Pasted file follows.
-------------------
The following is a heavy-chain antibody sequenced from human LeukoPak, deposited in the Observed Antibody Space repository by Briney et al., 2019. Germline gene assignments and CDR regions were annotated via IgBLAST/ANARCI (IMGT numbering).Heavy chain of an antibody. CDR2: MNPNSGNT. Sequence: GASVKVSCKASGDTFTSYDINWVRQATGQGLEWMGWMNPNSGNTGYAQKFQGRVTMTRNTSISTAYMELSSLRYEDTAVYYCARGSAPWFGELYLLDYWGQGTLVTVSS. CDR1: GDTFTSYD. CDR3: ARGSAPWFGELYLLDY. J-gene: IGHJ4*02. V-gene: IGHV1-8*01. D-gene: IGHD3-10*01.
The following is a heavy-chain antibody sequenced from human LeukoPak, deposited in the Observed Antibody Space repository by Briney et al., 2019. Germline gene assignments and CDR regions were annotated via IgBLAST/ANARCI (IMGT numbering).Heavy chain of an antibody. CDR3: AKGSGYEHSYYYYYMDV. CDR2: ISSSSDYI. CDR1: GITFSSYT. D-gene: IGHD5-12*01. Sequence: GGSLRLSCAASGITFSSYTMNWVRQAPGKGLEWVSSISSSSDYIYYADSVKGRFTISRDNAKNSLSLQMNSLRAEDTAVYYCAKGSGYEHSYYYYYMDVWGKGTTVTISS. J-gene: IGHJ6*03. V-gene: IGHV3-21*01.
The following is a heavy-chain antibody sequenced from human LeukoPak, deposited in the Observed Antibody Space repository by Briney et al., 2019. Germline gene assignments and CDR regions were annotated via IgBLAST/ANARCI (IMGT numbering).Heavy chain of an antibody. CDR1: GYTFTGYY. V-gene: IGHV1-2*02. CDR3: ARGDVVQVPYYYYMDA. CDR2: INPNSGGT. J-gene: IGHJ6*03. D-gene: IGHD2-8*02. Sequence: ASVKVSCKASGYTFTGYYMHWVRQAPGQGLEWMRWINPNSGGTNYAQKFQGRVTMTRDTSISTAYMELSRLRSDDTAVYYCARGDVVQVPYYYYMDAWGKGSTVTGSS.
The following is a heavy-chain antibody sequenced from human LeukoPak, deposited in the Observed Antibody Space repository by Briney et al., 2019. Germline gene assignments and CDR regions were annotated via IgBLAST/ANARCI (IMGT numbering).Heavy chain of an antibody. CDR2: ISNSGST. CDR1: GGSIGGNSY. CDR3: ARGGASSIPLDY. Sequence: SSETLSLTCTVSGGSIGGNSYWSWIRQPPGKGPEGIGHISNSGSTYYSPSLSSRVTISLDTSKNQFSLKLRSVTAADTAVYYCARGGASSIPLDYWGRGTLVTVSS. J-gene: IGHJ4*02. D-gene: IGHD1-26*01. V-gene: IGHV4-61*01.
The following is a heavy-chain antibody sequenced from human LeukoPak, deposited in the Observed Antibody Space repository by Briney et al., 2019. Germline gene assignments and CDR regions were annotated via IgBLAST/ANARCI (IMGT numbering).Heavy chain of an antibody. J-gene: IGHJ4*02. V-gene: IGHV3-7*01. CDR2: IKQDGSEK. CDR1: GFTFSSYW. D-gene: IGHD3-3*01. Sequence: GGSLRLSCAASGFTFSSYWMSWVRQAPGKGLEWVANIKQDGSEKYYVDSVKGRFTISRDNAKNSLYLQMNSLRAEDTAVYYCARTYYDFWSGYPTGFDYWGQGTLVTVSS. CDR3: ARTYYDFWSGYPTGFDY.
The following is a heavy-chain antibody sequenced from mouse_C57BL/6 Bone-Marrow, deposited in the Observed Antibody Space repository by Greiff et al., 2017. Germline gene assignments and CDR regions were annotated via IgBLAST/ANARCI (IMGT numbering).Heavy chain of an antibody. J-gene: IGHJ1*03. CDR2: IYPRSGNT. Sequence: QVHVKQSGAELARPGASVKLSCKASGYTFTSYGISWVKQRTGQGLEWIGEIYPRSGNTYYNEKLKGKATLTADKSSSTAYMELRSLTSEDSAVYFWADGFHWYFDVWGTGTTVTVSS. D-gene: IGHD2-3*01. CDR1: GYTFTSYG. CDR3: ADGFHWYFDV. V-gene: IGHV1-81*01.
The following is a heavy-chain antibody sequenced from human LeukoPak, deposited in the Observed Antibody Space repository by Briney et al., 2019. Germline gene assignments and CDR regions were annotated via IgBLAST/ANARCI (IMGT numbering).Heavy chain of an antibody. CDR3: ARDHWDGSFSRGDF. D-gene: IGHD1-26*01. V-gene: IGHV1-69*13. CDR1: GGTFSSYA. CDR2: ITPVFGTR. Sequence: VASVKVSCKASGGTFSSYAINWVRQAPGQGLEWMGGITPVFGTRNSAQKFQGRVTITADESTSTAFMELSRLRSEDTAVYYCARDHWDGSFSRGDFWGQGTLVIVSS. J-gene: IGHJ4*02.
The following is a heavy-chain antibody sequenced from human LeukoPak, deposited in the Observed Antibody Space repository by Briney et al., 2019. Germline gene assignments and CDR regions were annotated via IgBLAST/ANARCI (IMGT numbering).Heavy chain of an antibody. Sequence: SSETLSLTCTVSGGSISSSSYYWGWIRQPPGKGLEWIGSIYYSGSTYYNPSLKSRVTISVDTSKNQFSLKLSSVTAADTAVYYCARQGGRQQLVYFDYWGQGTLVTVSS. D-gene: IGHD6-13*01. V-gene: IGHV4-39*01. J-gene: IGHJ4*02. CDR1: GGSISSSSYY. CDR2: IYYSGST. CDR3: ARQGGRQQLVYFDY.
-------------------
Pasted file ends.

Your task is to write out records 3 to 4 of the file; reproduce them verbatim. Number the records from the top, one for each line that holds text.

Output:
The following is a heavy-chain antibody sequenced from human LeukoPak, deposited in the Observed Antibody Space repository by Briney et al., 2019. Germline gene assignments and CDR regions were annotated via IgBLAST/ANARCI (IMGT numbering).Heavy chain of an antibody. CDR1: GYTFTGYY. V-gene: IGHV1-2*02. CDR3: ARGDVVQVPYYYYMDA. CDR2: INPNSGGT. J-gene: IGHJ6*03. D-gene: IGHD2-8*02. Sequence: ASVKVSCKASGYTFTGYYMHWVRQAPGQGLEWMRWINPNSGGTNYAQKFQGRVTMTRDTSISTAYMELSRLRSDDTAVYYCARGDVVQVPYYYYMDAWGKGSTVTGSS.
The following is a heavy-chain antibody sequenced from human LeukoPak, deposited in the Observed Antibody Space repository by Briney et al., 2019. Germline gene assignments and CDR regions were annotated via IgBLAST/ANARCI (IMGT numbering).Heavy chain of an antibody. CDR2: ISNSGST. CDR1: GGSIGGNSY. CDR3: ARGGASSIPLDY. Sequence: SSETLSLTCTVSGGSIGGNSYWSWIRQPPGKGPEGIGHISNSGSTYYSPSLSSRVTISLDTSKNQFSLKLRSVTAADTAVYYCARGGASSIPLDYWGRGTLVTVSS. J-gene: IGHJ4*02. D-gene: IGHD1-26*01. V-gene: IGHV4-61*01.